Monday, January 28, 2008

Global Trade--Good or Bad?

Several of the candidates for president have made opposition to global trade a key plank of their campaigns. Strangely, I’ve yet to see one who has aggressively embraced trade, although several have made positive comments about it when asked.

The luncheon speaker at the SARL Conference was Ambassador Clayton Yeutter, past Secretary of Agriculture (1989-1991) and U. S. trade Representative (1985-1989). He served in the cabinet and sub-cabinet for four U. S. Presidents, was CEO of the Chicago Mercantile Exchange and has been involved in numerous agricultural and business organizations. His roots to agriculture are deep tracing back to his childhood days in Eustis, NE (population 464) in far western NE.

One of the topics that Yeutter spoke on at the conference was trade and how the national media seems to have a field day with attacking free trade, “We get our national interests all messed up every four years and it takes a year to get back on track with the negativity in the presidential campaigns. This despite the track record over the past 60 years on global trade having been superb. The U. S. has been the biggest beneficiary of the growth in world trade from only $58 billion in 1947 to over $10.4 trillion today.”

Ambassador Yeutter pointed out that the U. S. is the largest exporter in the world, capturing over 10% of world exports. We export more than half of Germany’s entire GDP and more than all of the GDP of India with their two million people.

He pointed out the differences between the U. S. and major trading partners like Japan and Western Europe, “Those countries have created a total of 1.5 million jobs since 2000 with trade surpluses, while we’ve created 9.3 million net new jobs during that same time but with trade deficits. During that time we’ve lost 3 million jobs in manufacturing but 90% of those were lost to technological innovation that had nothing to do with international trade.”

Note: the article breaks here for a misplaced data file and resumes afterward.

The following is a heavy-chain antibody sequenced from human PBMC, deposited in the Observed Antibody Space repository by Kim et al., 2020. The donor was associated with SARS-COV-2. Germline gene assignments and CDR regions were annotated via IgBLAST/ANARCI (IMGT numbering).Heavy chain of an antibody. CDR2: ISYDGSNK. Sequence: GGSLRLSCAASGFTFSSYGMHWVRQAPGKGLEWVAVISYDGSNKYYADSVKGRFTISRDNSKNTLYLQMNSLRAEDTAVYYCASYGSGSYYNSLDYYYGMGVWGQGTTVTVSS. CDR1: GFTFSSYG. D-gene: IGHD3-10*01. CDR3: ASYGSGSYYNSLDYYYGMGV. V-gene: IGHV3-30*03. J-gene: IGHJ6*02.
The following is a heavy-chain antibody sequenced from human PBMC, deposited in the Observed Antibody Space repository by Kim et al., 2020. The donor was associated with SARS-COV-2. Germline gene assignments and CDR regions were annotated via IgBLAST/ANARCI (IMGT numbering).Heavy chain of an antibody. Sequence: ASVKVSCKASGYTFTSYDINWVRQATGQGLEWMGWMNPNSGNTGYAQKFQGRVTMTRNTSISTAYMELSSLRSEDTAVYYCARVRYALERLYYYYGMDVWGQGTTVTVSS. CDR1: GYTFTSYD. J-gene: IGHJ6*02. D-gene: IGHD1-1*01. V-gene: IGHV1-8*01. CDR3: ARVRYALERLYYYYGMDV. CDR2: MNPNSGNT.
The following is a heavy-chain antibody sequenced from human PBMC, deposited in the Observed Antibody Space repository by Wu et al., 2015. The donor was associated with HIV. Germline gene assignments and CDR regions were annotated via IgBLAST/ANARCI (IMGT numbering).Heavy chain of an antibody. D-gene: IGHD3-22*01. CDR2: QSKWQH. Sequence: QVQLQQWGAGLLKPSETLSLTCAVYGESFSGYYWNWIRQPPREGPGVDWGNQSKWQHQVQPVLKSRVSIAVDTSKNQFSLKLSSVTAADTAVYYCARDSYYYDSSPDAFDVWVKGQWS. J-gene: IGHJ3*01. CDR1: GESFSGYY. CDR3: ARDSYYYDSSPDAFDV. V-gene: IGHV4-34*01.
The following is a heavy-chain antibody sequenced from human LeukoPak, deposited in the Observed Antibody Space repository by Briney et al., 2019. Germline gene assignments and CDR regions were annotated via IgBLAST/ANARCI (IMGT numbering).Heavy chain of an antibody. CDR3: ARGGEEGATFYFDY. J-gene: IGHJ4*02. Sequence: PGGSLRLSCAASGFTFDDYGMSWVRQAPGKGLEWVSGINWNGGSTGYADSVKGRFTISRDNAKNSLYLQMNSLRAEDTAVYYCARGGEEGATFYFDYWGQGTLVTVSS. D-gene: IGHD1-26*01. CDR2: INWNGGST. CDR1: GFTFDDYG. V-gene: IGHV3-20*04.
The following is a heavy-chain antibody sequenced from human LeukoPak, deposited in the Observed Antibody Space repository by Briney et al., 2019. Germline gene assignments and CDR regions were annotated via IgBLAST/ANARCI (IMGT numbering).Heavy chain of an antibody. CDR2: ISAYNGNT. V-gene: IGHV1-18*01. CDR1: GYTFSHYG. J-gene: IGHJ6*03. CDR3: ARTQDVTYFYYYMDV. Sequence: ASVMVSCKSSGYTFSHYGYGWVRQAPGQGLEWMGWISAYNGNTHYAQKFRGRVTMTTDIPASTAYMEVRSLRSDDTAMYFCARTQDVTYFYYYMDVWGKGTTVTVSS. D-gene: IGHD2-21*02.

As to NAFTA his comments were, “it has been a spectacular success. We have increased our trade between the three countries by three times. Over 55% of our ag exports go to Canada and Mexico. Since passing NAFTA the unemployment rates in all three countries have gone down.”

Ambassador Yeutter also talked about the new farm bill, trade negotiations and subsidies, energy and the future of agriculture in the USA. His conclusion was that our best days lie in the future, 2008 is going to be much better than the records in 2007, but that the future is not risk free, “There will be a supply response from all over the world to the high commodity prices of today.”

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